"What's next? Elves?"
Aica smirked at this. If only they knew that she carried a palantir, with Feanor inside it.
"I don't see why you had to bring the horse as well," the lead dwarf grumbled as the horse stumbled over some treacherous ground.
"He's important to me," Aica said. And valuable, too. It's not often you find a horse that doesn't need rest, water, or food.
"Well, if he dies, it's not my fault."
He won't die. He can't die.
They journeyed for almost two days before reaching Dwarrowdelf. When they arrived at the great hall, Aica was actually stunned. Before she had been merely impressed, but this…this was incredible.
"It's amazing," Aica muttered.
"Isn't it though," the lead dwarf said, stroking his beard. "It's a relic from the First Age, you know. Durin the Deathless built it."
As they walked through the mammoth hall, Aica was too awed to say anything. And then they reached the end of it where there was a slightly raised dais, upon which sat a dwarf who looked to be about middle-aged.
"King Durin, this human wishes to pass through Khazad-Dum," the lead dwarf said, bowing to the king.
"Durin?" Aica asked. "I thought you said he was a king of the First Age?"
"This is Durin VI," the dwarf hissed. "Be courteous!"
"Why do you not take the Redhorn Gate?" Durin asked.
"The mountain won't let me," Aica said. "Believe me, I wouldn't be coming here if I didn't have to."
"The mountain? Barazinbar? Why not?"
Aica shrugged. "It told me to leave."
"Ah, so the mountain is cursed. I suspected as much," Durin said. "Already we've lost so many dwarves on its slopes."
"So…can I pass?" Aica asked. "I haven't seen anything secret or anything."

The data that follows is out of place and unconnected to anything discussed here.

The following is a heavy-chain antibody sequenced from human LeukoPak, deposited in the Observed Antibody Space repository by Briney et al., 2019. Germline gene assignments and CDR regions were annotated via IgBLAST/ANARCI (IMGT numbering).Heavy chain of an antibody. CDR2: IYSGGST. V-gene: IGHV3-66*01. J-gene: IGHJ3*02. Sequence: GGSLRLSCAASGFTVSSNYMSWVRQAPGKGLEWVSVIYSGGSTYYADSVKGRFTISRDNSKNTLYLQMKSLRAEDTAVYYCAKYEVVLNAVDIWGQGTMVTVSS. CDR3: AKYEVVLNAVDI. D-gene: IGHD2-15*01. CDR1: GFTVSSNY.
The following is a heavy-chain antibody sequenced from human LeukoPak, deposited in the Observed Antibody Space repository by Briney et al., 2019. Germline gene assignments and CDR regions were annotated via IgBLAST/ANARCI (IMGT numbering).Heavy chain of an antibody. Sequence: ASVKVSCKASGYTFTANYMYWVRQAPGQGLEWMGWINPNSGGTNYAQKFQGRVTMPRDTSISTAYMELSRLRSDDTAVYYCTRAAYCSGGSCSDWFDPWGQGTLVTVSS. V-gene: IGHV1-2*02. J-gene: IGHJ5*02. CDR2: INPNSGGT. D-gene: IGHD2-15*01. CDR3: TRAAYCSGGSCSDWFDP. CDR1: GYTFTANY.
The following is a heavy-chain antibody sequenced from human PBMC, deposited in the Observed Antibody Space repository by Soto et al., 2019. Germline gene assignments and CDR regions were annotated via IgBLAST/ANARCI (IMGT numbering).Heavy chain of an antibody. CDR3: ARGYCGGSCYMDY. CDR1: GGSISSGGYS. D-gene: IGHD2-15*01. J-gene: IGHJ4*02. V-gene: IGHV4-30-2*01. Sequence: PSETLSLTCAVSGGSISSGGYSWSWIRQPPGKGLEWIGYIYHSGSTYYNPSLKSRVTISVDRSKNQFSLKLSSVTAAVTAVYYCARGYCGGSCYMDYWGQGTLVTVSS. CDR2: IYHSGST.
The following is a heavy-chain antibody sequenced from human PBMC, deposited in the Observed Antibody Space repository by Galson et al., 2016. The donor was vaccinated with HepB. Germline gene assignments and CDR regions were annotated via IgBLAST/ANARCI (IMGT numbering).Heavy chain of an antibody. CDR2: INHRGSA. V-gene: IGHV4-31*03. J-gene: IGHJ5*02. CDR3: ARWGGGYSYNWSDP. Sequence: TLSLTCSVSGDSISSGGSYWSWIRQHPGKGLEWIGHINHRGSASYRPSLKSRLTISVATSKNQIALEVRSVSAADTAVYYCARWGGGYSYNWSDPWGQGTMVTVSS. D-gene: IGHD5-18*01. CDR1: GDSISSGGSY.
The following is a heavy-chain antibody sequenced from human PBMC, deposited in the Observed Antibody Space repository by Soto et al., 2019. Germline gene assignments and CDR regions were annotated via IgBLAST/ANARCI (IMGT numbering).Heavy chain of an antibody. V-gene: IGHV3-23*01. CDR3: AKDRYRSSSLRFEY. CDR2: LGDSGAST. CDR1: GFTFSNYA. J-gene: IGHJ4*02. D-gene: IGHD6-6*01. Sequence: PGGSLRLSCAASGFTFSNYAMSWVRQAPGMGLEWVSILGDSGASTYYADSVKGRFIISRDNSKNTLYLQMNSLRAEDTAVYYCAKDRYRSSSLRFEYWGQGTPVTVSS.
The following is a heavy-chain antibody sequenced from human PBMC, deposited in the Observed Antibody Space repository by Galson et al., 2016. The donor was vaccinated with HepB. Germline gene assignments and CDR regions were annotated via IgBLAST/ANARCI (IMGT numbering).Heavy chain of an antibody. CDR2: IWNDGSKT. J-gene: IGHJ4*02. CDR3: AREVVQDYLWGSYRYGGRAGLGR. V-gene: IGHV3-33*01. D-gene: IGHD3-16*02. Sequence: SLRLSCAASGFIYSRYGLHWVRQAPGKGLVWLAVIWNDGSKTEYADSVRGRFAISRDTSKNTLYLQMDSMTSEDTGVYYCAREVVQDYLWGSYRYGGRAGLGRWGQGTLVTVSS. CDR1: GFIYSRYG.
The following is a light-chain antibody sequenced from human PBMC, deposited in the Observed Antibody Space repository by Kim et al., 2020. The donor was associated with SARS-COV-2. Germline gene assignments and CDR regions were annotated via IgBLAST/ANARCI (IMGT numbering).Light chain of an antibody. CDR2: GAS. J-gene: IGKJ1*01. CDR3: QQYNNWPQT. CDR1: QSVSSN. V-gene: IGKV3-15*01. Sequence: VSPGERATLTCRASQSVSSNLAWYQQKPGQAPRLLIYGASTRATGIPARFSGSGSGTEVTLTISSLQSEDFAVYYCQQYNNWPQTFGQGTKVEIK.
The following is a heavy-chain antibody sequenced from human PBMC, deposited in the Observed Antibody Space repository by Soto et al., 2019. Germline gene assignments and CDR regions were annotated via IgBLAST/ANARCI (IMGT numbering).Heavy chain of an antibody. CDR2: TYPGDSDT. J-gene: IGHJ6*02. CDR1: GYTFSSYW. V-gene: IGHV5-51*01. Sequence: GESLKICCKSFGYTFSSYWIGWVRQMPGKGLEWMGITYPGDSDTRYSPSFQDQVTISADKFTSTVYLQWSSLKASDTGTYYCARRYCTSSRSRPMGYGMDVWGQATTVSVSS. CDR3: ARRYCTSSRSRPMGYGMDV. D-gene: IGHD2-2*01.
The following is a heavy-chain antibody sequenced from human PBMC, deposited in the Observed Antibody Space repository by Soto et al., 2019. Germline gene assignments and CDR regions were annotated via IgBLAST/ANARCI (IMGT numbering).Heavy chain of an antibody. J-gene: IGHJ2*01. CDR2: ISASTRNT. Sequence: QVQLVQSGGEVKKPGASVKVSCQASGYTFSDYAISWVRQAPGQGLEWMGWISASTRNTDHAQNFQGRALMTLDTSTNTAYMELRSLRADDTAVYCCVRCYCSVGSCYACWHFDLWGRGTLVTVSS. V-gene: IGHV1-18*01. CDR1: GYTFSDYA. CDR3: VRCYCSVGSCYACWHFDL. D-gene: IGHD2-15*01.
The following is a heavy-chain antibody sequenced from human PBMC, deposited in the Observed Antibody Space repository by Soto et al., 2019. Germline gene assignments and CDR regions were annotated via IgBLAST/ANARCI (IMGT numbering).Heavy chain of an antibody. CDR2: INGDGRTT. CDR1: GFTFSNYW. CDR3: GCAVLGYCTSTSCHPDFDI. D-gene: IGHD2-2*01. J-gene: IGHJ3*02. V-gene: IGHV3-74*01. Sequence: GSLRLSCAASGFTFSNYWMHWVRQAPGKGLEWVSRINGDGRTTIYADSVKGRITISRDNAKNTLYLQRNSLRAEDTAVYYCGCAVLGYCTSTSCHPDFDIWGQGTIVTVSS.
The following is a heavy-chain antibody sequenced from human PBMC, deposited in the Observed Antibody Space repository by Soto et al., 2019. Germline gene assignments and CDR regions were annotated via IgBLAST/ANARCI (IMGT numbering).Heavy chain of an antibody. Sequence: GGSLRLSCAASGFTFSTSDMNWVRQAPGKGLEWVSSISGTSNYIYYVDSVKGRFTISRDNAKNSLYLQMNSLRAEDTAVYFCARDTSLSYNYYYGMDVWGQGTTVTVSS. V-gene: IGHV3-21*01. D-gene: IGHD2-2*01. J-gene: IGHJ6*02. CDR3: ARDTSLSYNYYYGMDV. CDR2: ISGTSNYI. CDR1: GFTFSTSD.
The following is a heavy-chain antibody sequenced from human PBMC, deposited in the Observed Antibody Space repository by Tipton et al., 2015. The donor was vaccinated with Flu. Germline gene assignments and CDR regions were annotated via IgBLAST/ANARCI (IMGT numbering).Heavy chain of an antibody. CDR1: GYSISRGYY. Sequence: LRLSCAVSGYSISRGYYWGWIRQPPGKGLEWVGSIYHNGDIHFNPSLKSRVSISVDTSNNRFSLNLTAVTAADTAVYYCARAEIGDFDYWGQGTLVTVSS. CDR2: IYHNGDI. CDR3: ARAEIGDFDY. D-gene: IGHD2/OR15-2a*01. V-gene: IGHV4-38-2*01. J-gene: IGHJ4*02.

"Yes, very well. It will start good relations with the humans, hopefully," Durin said. "We can always use allies."
"Against whom?" the lead dwarf muttered as he led Aica out of Dwarrowdelf and into a tunnel. "We don't fight with the elves or the humans. And they don't care about our battles with the goblins."
"How far is it to the other side?" Aica asked.
"About a day's journey."
Aica sighed. "This is a big place," she said.
"And this is the shortest road. Hey, come on, come on, don't just stand there."
Aica had paused near a tunnel mouth where, from deep within, she could hear the pounding of dwarven pickaxes. It was like a thousand others she'd passed, but there was…something. She could feel it.
"Where are we?" she asked.
"Come on," the dwarf said. "The king doesn't want you to see this."
"Where are we?"
"Beneath Barazinbar." He sighed. "Fine, fine, it's the mithril vein."
"Mithril?" Aica's eyes lit up at the mention of the silvery metal. Strong as steel, light as a feather, and oh so valuable.
"Yes, and this is the only place in all Arda it's found," the dwarf said with a smile of pride. "The only vein actually. We've been following it for quite some time now, and it's been getting thicker. We'll find the core soon."
"No," Aica said abruptly.
"I don't know," she muttered. Why won't they find the core? she thought. She'd responded reflexively. There was something about the tunnel that made her nervous. There was something down there, she was sure. The dwarves weren't alone in their tunnel.
"Well, come on then," the dwarf snapped. "We've got a lot of ground to cover."